One could say David Lynch has been in a retrospective state of mind–not just with the Twin Peaks revival that wrapped last month, but also with his lithographic art.
Ever the creative polymath, Lynch began creating lithographs in earnest back in 2007 at Idem, the iconic printing studio in Paris that has been the workshop for the likes of Pablo Picasso and Henri Matisse. Lynch’s first 12 lithographs made at Idem became known as the Paris Suite–and now, 10 years later, he’s revisiting his work with high-end electronics company Bang & Olufsen through a limited-edition design featuring one of his Paris Suite prints. In addition to the 30 signed and numbered speakers, the Paris Suite will also be exhibited at Lynch’s second annual Festival of Disruption in Los Angeles.
The collaboration with Bang & Olufsen has been somewhat of a refresher for Lynch on the importance of location as it pertains to maximizing creative output–second only, of course, to Transcendental Meditation, which he’s been a vocal supporter of through his David Lynch Foundation.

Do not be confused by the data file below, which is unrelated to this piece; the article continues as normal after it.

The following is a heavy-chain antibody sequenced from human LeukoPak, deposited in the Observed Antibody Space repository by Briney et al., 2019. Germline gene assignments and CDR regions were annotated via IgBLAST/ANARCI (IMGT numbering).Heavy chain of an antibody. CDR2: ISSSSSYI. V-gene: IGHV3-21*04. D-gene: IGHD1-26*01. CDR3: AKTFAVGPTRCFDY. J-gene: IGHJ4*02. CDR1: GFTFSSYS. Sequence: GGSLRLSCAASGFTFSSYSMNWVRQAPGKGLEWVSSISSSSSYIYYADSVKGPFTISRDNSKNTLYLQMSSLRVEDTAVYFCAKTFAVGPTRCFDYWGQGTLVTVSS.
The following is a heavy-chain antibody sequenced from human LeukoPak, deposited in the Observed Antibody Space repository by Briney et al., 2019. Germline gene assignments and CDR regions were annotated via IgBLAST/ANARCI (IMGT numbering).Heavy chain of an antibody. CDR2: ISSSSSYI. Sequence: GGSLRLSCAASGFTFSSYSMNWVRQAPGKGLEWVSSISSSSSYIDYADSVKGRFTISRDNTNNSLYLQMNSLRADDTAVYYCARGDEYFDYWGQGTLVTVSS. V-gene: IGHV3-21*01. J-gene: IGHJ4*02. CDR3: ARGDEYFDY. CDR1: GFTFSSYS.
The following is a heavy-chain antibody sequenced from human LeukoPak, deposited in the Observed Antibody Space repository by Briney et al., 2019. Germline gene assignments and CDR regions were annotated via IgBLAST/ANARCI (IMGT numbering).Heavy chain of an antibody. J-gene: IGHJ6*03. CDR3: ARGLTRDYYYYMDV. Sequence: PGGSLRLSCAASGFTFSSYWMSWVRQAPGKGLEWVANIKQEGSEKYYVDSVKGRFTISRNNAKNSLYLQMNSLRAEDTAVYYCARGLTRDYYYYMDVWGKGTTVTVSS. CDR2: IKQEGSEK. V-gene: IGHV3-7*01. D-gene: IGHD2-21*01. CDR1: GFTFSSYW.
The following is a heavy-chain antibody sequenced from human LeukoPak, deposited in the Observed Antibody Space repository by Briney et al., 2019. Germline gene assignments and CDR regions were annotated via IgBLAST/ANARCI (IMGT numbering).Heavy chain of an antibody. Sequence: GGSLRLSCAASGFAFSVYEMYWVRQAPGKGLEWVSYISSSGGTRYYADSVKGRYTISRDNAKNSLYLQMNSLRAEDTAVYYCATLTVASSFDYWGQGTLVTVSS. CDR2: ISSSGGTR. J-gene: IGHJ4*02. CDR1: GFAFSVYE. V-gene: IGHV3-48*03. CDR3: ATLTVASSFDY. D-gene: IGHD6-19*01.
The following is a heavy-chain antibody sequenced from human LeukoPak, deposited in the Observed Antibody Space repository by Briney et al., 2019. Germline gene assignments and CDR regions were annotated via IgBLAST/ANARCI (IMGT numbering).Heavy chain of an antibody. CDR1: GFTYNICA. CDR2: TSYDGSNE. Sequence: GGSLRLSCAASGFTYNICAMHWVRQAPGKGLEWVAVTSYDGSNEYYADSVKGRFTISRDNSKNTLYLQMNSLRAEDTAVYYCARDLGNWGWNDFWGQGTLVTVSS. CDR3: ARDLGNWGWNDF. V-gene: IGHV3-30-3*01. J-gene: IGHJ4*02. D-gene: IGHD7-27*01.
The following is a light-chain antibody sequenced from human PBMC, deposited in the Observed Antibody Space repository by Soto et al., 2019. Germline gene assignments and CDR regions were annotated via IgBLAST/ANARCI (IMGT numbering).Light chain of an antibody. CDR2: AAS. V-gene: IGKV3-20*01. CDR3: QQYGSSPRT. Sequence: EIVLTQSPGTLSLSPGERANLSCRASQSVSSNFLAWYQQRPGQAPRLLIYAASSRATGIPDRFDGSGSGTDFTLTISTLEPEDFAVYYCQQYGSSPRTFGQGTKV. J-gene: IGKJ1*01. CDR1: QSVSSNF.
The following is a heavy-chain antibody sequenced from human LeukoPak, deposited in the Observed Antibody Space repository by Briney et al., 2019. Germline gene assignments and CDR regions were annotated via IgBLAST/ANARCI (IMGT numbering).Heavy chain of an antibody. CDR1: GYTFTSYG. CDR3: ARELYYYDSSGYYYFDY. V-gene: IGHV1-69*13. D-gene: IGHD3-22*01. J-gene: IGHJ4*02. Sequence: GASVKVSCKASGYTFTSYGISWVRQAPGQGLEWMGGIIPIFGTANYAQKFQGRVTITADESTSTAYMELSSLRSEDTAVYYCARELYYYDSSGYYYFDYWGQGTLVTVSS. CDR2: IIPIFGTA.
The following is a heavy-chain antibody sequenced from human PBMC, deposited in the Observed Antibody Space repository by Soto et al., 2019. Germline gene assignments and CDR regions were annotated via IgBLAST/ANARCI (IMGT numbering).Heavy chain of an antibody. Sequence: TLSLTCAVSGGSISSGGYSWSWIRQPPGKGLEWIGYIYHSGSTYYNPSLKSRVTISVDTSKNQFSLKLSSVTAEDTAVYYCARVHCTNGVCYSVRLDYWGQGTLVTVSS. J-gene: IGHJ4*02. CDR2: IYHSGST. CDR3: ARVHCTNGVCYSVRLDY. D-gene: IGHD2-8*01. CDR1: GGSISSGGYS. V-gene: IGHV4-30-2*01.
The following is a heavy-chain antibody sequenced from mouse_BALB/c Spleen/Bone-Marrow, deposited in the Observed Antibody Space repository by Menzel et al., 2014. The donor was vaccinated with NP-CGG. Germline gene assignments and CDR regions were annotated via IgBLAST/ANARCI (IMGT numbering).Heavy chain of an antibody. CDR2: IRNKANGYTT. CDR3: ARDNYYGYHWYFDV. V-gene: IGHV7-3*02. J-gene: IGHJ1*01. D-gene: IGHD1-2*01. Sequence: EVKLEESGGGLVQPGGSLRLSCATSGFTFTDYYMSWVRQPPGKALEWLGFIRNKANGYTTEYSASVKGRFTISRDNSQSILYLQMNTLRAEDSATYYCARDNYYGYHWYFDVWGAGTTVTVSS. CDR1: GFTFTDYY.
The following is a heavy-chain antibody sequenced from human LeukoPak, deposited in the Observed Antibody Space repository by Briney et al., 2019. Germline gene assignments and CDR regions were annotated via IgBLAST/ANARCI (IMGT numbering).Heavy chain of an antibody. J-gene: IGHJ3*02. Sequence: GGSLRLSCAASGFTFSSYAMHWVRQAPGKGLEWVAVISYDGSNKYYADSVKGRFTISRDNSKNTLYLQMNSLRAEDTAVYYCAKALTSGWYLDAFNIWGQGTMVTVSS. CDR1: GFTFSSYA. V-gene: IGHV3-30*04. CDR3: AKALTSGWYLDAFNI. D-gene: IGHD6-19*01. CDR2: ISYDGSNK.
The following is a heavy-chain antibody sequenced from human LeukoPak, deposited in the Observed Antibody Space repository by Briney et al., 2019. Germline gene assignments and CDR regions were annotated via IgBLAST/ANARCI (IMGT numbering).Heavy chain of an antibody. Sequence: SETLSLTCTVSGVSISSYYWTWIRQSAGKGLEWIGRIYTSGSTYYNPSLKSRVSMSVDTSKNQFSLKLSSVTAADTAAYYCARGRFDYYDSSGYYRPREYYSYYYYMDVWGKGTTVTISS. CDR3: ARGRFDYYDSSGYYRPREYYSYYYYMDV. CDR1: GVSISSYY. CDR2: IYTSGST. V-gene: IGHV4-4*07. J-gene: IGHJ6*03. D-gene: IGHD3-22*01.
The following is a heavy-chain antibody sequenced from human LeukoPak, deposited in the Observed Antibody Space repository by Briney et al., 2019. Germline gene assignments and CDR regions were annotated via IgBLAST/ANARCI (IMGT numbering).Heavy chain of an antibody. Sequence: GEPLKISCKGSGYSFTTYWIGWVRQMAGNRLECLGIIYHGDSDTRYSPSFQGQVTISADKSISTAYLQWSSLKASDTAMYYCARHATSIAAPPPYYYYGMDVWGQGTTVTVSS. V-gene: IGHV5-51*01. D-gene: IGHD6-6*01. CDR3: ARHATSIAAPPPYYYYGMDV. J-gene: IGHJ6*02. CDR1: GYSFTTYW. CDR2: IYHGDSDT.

“Anybody who goes to visit [Idem], they walk in, they smell the printer ink and they go into a dream. It’s like heaven to me,” Lynch says. “It’s got an atmosphere and a mood that is so special and you can feel the past in there and also see a glorious future.”
“Obviously I would say meditation is the most important thing a person can do for themselves and their work, but where they work is extremely important,” Lynch continues. “So many places that we are living and working in these days are not conducive to the flow of ideas and happiness.”
Location, of course, is only part of the equation. The most freeing spaces in the world won’t amount to anything if there’s no idea to make the most of it.
“I always say that if you have a blank canvas in front of you and you have some paints and you’re ready to go but you don’t have an idea, then you can’t do anything. Ideas are the most important things,” Lynch says. “For me it’s action and reaction. The idea gets you to lift up your brush and start going, then you see what you’ve done and then another idea comes. So it’s like you react to what you did and then you make the next thing and then you react to that and other ideas come.”
Revisiting his Paris Suite with Bang & Olufsen has given Lynch a new perspective on his work, not just from the vantage point of looking back at what he created 10 years ago, but also seeing something so familiar in a new context.
“The thing is that a lot of art wouldn’t maybe lend itself to going on a speaker. But those really look cool on the speaker,” Lynch says. “There are some things that I’ve done that could be reproduced and put onto other things, and so it opens up a whole world of possibilities.”